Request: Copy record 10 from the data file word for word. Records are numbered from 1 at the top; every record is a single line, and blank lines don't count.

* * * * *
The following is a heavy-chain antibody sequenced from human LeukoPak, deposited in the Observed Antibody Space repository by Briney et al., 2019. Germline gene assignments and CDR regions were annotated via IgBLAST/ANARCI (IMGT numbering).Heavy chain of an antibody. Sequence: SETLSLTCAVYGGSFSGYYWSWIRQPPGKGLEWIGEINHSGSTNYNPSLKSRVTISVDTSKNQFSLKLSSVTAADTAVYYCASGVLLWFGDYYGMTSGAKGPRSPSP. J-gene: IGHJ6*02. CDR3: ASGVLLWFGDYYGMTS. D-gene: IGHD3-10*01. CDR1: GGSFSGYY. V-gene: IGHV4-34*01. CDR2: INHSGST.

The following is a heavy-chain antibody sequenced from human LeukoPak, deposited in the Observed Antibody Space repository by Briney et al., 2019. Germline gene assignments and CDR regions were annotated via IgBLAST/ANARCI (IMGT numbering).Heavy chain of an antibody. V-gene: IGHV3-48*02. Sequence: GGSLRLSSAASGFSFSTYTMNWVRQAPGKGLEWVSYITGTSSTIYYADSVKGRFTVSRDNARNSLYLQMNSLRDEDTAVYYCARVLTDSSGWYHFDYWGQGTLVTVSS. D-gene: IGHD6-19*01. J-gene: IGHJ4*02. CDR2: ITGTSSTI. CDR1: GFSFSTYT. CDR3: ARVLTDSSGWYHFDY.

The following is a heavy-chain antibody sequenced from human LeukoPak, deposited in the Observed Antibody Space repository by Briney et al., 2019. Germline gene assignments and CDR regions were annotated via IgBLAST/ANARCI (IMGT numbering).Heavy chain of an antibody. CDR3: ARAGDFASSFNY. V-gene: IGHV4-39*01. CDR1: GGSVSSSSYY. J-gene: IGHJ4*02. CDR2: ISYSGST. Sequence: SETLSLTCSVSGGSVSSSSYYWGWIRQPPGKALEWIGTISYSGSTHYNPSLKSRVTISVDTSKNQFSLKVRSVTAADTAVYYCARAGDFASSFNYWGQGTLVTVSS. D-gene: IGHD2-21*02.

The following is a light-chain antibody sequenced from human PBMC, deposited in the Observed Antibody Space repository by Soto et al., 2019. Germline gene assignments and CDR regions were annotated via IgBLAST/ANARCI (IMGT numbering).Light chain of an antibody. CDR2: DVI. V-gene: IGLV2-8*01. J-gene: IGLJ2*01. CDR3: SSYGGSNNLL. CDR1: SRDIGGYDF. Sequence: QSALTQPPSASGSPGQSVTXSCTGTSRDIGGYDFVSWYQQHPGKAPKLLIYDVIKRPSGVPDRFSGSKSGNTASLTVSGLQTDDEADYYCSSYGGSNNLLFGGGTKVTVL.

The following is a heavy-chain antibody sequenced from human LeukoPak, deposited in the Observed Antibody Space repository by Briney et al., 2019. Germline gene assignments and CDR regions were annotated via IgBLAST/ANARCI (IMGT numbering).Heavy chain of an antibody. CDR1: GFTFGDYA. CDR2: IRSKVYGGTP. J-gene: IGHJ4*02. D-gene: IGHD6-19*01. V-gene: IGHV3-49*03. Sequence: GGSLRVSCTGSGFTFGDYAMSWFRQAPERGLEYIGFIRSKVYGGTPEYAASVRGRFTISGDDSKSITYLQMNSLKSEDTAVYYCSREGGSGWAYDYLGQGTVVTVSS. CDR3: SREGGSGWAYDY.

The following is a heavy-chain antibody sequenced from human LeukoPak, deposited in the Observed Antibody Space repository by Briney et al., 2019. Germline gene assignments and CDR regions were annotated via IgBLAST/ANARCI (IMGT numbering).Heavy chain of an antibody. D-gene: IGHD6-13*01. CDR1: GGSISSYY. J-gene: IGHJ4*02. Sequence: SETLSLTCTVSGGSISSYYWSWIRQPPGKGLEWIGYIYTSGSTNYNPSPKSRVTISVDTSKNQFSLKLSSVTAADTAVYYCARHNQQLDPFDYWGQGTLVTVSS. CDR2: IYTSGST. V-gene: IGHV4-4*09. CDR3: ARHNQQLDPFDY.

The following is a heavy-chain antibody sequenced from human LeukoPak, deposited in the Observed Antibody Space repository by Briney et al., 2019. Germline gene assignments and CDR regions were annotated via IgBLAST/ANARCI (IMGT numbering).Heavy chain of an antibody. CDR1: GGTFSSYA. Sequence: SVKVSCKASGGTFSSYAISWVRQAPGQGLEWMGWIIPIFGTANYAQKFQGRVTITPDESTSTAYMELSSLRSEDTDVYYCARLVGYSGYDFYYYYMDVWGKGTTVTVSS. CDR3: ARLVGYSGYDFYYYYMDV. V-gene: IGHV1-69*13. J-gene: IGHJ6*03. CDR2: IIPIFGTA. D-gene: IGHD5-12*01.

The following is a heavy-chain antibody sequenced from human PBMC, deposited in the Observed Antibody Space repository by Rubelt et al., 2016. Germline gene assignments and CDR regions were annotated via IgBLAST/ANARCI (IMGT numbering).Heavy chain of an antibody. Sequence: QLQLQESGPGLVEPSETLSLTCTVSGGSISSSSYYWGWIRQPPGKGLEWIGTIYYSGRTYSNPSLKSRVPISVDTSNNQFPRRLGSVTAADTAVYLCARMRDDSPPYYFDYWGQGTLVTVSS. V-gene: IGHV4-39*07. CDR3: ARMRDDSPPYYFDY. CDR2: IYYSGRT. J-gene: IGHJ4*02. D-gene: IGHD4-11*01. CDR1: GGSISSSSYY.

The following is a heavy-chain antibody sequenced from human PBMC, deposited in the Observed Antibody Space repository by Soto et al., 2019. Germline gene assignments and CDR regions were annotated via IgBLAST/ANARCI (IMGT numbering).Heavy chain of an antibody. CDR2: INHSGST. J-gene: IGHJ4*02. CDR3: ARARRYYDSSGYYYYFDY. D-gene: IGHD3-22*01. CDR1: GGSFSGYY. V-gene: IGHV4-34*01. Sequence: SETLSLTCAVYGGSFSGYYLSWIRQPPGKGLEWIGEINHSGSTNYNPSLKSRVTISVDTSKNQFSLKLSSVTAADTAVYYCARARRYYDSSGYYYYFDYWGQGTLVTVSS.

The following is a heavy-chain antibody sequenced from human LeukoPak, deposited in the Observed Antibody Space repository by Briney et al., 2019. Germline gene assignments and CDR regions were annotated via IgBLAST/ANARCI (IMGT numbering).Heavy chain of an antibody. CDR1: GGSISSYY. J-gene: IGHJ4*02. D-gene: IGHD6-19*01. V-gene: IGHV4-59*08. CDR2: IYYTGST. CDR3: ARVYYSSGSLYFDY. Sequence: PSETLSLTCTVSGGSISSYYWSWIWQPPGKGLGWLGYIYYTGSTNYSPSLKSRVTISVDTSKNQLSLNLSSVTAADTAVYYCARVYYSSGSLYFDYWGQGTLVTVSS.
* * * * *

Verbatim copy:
The following is a heavy-chain antibody sequenced from human LeukoPak, deposited in the Observed Antibody Space repository by Briney et al., 2019. Germline gene assignments and CDR regions were annotated via IgBLAST/ANARCI (IMGT numbering).Heavy chain of an antibody. CDR1: GGSISSYY. J-gene: IGHJ4*02. D-gene: IGHD6-19*01. V-gene: IGHV4-59*08. CDR2: IYYTGST. CDR3: ARVYYSSGSLYFDY. Sequence: PSETLSLTCTVSGGSISSYYWSWIWQPPGKGLGWLGYIYYTGSTNYSPSLKSRVTISVDTSKNQLSLNLSSVTAADTAVYYCARVYYSSGSLYFDYWGQGTLVTVSS.